Born in New York, NY; daughter of Henry and Sylvia Lefer. Education: Attended Radcliffe College, 1968-70. Politics: "Left."
Writer, playwright, educator, and activist. Vermont College, Montpelier, member of faculty in M.F.A. in Writing Program, 1987—. Antioch University, Los Angeles, CA, fiction mentor for creative writing program, 2000-01. Triumvirate Pi Theatre Company, cofounder and co-artistic director, 2000-03; National Writers Voice, member of advisory committee, 1997-98; gives readings from her works. Los Angeles Zoo, research department volunteer, 1987—; Central American Resource Center, volunteer legal assistant/ Spanish-English interpreter, 1999-2000.
PEN USA West, Dramatists Guild, Alliance of Los Angeles Playwrights (vice chair, 2000-02), Applied Theatre Arts/Center for Theater of the Oppressed collective.
Creative writing fellow, National Endowment for the Arts, 1983; five fiction prizes from International PEN, including Syndicated Fiction prize, 1983, 1985, 1987; fiction fellow, New York Foundation for the Arts, 1986; Mary McCarthy Prize in Short Fiction, 2005, for California Transit; literary arts fellowship, City of Los Angeles, 2006.
(With William Folprecht) Super Stars of Sports, Newbury House Publishers (Rowley, MA), 1979.
Emma Lazarus (young adult biography), Chelsea House (New York, NY), 1988.
Radiant Hunger (novel), Authors Choice Press (Lincoln, NE), 2001.
Work represented in anthologies, including Women's Glibber, Crossing Press (Trumansburg, NY), 1992; Breaking up Is Hard to Do, Crossing Press (Trumansburg, NY), 1994; Best Writing on Writing, Story Press (Cincinnati, Ohio), 1994; Sacred Ground, Milkweed Editions (Minneapolis, MN), 1996; Many Lights in Many Windows, Milkweed Editions (Minneapolis, MN), 1997; and The Inn at Kyoto, New Rivers Press (St. Paul, MN), 1997. Contributor to periodicals, including Santa Monica Review, Quarterly West, Western Humanities Review, Kenyon Review, Chariton Review, Punch Digest, Mind in Motion, Vogue, Other Voices, Sun, and L.A. Stage.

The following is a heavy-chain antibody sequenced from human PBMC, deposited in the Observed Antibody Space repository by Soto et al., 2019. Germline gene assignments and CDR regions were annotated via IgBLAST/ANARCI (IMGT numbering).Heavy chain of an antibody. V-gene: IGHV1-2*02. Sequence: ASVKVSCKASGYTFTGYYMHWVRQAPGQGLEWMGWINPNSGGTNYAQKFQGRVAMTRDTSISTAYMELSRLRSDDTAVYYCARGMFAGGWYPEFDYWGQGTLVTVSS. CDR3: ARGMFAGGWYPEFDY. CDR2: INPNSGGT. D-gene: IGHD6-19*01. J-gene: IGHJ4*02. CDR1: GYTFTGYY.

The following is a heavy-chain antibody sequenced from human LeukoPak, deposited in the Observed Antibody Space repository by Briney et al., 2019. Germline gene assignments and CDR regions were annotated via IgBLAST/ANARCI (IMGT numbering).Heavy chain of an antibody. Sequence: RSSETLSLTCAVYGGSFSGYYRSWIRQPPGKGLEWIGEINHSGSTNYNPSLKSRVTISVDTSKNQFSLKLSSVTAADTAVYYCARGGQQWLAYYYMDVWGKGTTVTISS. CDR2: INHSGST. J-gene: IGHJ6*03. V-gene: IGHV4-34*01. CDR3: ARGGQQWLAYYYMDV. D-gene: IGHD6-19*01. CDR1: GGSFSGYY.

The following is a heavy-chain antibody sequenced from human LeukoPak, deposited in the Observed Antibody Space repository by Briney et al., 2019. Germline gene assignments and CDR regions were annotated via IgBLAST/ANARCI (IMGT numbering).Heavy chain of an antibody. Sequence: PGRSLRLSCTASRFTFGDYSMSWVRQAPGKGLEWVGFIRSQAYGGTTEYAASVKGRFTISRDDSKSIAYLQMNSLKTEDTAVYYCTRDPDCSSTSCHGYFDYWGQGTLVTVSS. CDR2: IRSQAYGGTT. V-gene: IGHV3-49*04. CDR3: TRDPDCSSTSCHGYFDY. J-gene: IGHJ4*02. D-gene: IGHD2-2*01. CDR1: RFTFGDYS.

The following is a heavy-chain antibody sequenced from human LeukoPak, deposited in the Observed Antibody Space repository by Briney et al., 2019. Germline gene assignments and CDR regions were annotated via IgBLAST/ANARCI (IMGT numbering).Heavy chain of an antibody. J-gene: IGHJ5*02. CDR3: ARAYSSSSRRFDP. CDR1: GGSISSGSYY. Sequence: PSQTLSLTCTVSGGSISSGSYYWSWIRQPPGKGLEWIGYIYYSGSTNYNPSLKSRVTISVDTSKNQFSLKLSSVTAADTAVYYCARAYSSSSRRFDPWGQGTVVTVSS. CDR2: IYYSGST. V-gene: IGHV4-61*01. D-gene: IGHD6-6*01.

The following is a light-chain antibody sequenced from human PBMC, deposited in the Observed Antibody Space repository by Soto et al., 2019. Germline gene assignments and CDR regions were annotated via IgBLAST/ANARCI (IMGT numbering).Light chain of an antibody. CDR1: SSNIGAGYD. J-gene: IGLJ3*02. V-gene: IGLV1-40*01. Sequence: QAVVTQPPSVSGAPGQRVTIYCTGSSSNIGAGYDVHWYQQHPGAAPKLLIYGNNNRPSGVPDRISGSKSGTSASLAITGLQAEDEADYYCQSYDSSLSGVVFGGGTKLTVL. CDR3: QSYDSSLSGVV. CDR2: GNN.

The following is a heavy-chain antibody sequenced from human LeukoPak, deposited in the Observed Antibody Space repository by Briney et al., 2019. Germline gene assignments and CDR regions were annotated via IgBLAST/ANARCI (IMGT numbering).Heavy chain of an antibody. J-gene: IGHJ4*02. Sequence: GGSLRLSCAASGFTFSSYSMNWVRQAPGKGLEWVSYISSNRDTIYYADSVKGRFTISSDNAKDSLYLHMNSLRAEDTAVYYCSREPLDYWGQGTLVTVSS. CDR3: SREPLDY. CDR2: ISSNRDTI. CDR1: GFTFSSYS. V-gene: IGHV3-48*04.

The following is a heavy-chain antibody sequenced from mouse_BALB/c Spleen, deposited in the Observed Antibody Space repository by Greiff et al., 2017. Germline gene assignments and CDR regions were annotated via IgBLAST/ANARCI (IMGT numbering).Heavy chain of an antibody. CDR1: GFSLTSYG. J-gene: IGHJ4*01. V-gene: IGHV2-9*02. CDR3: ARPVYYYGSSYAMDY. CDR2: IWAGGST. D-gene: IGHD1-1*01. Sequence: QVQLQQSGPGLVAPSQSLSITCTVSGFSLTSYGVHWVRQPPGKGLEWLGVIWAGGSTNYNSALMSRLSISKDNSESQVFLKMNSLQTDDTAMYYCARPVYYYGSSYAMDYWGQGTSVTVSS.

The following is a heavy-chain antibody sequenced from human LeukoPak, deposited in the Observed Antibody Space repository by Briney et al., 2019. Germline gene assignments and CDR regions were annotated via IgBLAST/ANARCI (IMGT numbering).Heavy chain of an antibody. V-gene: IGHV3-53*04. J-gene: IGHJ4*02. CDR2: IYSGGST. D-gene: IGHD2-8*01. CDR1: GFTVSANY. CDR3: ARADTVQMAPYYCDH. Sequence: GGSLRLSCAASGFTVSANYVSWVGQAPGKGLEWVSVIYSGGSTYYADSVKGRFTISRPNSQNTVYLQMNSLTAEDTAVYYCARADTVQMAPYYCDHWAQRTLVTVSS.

SHORT STORY COLLECTIONS
The Circles I Move In, Zoland Books (Hanover, NH), 1994.
Very Much Like Desire, Carnegie-Mellon University Press (Pittsburgh, PA), 2000.
California Transit, Sarabande Books (Louisville, KY), 2007.
American Buggery, produced in Columbia, SC, 2001.
Tell Me Which Way a Hanged Man's Feet Will Hang (one-act play), produced in North Hollywood, CA, 2001.
Fix, produced in Chicago, IL, 2002.
Interrogating the Power of Art, produced at Chapel Hill-Carrboro, NC, 2004.
(With Hector Aristizábal) Nightwind, first performed in Los Angeles, CA, 2004.
Harvest, produced in Los Angeles, CA, 2005.
(With Hector Aristizábal) In the Forest de/Lirios, performed in Los Angeles, CA, 2005.
Majikan, produced in New York, NY, 2007.
Star Jasmine, performed at Brooklyn College, New York, 2007.
Also author of the plays Brave New Tiger, Darwinville, The Parting Glass, Power Grab, The Still Point, Sweet City, Tangerine Quandary, and Woman with a Hobby.